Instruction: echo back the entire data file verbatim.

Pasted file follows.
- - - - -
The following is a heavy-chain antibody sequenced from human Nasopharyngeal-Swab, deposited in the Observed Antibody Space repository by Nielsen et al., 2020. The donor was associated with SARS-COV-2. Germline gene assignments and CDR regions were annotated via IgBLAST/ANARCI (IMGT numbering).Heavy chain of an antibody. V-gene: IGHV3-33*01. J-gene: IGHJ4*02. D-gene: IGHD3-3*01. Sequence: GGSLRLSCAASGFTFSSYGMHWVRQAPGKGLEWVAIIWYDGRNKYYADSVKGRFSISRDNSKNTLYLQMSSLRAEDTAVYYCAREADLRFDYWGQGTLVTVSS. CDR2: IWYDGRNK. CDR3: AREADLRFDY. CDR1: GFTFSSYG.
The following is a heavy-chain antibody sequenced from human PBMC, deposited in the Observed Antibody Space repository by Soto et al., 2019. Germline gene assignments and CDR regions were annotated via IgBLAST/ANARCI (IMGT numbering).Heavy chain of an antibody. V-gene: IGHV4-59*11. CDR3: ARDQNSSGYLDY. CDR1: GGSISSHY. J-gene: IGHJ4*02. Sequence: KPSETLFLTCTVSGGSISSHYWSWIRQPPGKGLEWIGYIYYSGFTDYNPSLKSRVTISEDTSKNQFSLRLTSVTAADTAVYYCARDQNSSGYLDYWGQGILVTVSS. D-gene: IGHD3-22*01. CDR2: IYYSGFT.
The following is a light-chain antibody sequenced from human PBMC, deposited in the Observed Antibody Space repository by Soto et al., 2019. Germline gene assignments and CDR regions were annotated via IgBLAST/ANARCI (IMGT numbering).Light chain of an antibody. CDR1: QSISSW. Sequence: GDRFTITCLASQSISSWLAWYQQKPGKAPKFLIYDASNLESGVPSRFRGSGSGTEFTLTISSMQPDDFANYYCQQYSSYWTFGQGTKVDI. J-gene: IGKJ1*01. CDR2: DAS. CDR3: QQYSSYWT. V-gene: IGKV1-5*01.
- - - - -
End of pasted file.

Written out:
The following is a heavy-chain antibody sequenced from human Nasopharyngeal-Swab, deposited in the Observed Antibody Space repository by Nielsen et al., 2020. The donor was associated with SARS-COV-2. Germline gene assignments and CDR regions were annotated via IgBLAST/ANARCI (IMGT numbering).Heavy chain of an antibody. V-gene: IGHV3-33*01. J-gene: IGHJ4*02. D-gene: IGHD3-3*01. Sequence: GGSLRLSCAASGFTFSSYGMHWVRQAPGKGLEWVAIIWYDGRNKYYADSVKGRFSISRDNSKNTLYLQMSSLRAEDTAVYYCAREADLRFDYWGQGTLVTVSS. CDR2: IWYDGRNK. CDR3: AREADLRFDY. CDR1: GFTFSSYG.
The following is a heavy-chain antibody sequenced from human PBMC, deposited in the Observed Antibody Space repository by Soto et al., 2019. Germline gene assignments and CDR regions were annotated via IgBLAST/ANARCI (IMGT numbering).Heavy chain of an antibody. V-gene: IGHV4-59*11. CDR3: ARDQNSSGYLDY. CDR1: GGSISSHY. J-gene: IGHJ4*02. Sequence: KPSETLFLTCTVSGGSISSHYWSWIRQPPGKGLEWIGYIYYSGFTDYNPSLKSRVTISEDTSKNQFSLRLTSVTAADTAVYYCARDQNSSGYLDYWGQGILVTVSS. D-gene: IGHD3-22*01. CDR2: IYYSGFT.
The following is a light-chain antibody sequenced from human PBMC, deposited in the Observed Antibody Space repository by Soto et al., 2019. Germline gene assignments and CDR regions were annotated via IgBLAST/ANARCI (IMGT numbering).Light chain of an antibody. CDR1: QSISSW. Sequence: GDRFTITCLASQSISSWLAWYQQKPGKAPKFLIYDASNLESGVPSRFRGSGSGTEFTLTISSMQPDDFANYYCQQYSSYWTFGQGTKVDI. J-gene: IGKJ1*01. CDR2: DAS. CDR3: QQYSSYWT. V-gene: IGKV1-5*01.